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drawing - Sketch of a shed, cold frames and water butts in the garden at Gwaynynog
  • Sketch of a shed, cold frames and water butts in the garden at Gwaynynog
    Potter, Beatrix, born 1866 - died 1943
  • Enlarge image

Sketch of a shed, cold frames and water butts in the garden at Gwaynynog

  • Object:


  • Place of origin:

    Gwaynynog (made)

  • Date:

    23/09/1907 (made)

  • Artist/Maker:

    Potter, Beatrix, born 1866 - died 1943 (artist)

  • Materials and Techniques:

    Watercolour and pencil on paper

  • Museum number:


  • Gallery location:

    In Storage

Beatrix Potter (1866-1943) is one of the world's best-loved children's authors and illustrators. She wrote the majority of the twenty-three Original Peter Rabbit Books between 1901 and 1913. The Tale of Peter Rabbit (Frederick Warne, 1902) is her most famous and best-loved tale.

Before her marriage in 1913, Potter would accompany her family to Scotland, Wales or the Lake District for holidays. From 1903 one of Potter's favourite haunts was Gwaynynog in Denbigh, the old rambling home of her uncle and aunt, Fred and Harriet Burton. The house features in her unfinished story of two bats, Flittermouse and Fluttermouse, who live 'amongst the dusty rafters'. The garden at Gwaynynog inspired another unpublished story, 'Llewellyn's Well', written about 1911, and also the setting of one of Potter's best-loved published tales, The Tale of the Flopsy Bunnies. On her first visit to Gwaynynog in 1903 Potter described the garden in her journal as 'the prettiest kind of garden, where bright old fashioned flowers grow amongst the currant bushes'. She visited Gwaynynog again in March 1909 while working on the illustrations to her tale of the Flopsy Bunnies. Adept at sketching outdoors, she produced skilful work quickly and soon amassed enough background sketches 'to finish up the F. Bunnies without further delay.'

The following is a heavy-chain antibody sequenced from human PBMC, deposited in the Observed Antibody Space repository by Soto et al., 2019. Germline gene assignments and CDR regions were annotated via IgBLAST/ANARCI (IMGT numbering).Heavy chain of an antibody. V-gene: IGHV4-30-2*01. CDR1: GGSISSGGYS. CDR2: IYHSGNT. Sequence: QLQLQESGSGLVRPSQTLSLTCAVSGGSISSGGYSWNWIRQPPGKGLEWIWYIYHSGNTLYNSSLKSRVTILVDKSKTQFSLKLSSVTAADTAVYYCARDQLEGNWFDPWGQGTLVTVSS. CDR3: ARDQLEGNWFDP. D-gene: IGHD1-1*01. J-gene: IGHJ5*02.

Gardens intrigued Potter and inspired the settings of several books, including the tales of Peter Rabbit, Benjamin Bunny and Tom Kitten. Adopting an animal's perspective, she delighted in sketching objects that an inquisitive rabbit might find appealing: potting sheds, cold frames, water butts, trellises, winding paths, box hedges and vegetable patches. In an ingenious blending of reality and fantasy, Potter incorporated her background sketches into her book illustrations with little modification, positioning her animal characters with subtle humour and a keen sense of beauty.

Physical description

Watercolour and pencil sketch of a shed with a part-opened door, with two water butts on the right and a partial view of a third, smaller container. With cold frames of vegetables in the foreground. Pencil outlines of bushes on the right of the drawing.

Place of Origin

Gwaynynog (made)


23/09/1907 (made)


Potter, Beatrix, born 1866 - died 1943 (artist)

Materials and Techniques

Watercolour and pencil on paper

Marks and inscriptions

'directions? [?] / Sept 23rd 07'
Pencil note on recto


Height: 177 mm, Width: 252 mm

Object history note

Drawn by Beatrix Potter at Gwaynynog, Denbigh, 23 September 1907. Acquired by the V&A from Leslie Linder (1904-1973) as part of the Linder Bequest in 1973.

Descriptive line

Watercolour and pencil drawing of a shed, cold frames and water butts in the garden at Gwaynynog, Denbigh; by Beatrix Potter, on 23 September 1907; inspiration for the setting of The Tale of the Flopsy Bunnies; Linder Bequest cat. no. LB.938.

Bibliographic References (Citation, Note/Abstract, NAL no)

Brief catalogue entry, no. 938
'Hobbs and Whalley, Beatrix Potter : the V&A Collection, London, 1985'


Watercolour; Pencil; Paper (fiber product)


Drawing (image-making)

Subjects depicted

Cold frames; Kitchen gardens; Outhouses; Sheds; Vegetable gardens; Butts; Gardens; Vegetables



Production Type



National Art Library

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